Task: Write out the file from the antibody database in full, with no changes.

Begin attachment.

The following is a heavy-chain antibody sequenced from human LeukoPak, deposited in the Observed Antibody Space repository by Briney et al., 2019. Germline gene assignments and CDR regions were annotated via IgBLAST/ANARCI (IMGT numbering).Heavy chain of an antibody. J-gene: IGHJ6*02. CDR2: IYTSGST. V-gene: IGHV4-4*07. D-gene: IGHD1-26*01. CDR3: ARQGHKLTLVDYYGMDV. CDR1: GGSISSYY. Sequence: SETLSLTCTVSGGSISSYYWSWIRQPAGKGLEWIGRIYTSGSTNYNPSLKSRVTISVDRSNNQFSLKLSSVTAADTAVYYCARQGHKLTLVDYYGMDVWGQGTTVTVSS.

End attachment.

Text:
The following is a heavy-chain antibody sequenced from human LeukoPak, deposited in the Observed Antibody Space repository by Briney et al., 2019. Germline gene assignments and CDR regions were annotated via IgBLAST/ANARCI (IMGT numbering).Heavy chain of an antibody. J-gene: IGHJ6*02. CDR2: IYTSGST. V-gene: IGHV4-4*07. D-gene: IGHD1-26*01. CDR3: ARQGHKLTLVDYYGMDV. CDR1: GGSISSYY. Sequence: SETLSLTCTVSGGSISSYYWSWIRQPAGKGLEWIGRIYTSGSTNYNPSLKSRVTISVDRSNNQFSLKLSSVTAADTAVYYCARQGHKLTLVDYYGMDVWGQGTTVTVSS.